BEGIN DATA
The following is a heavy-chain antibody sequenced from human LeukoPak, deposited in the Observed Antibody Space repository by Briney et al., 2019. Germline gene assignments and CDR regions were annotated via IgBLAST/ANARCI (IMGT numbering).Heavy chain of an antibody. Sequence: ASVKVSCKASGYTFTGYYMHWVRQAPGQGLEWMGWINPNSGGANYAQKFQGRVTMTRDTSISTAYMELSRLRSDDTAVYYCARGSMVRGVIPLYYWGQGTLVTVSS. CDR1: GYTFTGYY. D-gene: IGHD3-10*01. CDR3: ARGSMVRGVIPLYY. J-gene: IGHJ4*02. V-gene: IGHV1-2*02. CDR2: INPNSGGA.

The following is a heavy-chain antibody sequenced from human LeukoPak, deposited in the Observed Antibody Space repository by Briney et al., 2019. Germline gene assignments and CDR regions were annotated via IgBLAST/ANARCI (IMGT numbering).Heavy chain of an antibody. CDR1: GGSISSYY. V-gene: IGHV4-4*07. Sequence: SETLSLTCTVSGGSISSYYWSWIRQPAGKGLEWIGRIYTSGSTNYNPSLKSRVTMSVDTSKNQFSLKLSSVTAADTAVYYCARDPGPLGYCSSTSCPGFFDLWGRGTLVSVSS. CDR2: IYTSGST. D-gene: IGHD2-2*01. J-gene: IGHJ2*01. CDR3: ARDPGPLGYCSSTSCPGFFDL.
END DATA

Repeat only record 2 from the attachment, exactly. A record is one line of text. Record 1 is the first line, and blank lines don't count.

The following is a heavy-chain antibody sequenced from human LeukoPak, deposited in the Observed Antibody Space repository by Briney et al., 2019. Germline gene assignments and CDR regions were annotated via IgBLAST/ANARCI (IMGT numbering).Heavy chain of an antibody. CDR1: GGSISSYY. V-gene: IGHV4-4*07. Sequence: SETLSLTCTVSGGSISSYYWSWIRQPAGKGLEWIGRIYTSGSTNYNPSLKSRVTMSVDTSKNQFSLKLSSVTAADTAVYYCARDPGPLGYCSSTSCPGFFDLWGRGTLVSVSS. CDR2: IYTSGST. D-gene: IGHD2-2*01. J-gene: IGHJ2*01. CDR3: ARDPGPLGYCSSTSCPGFFDL.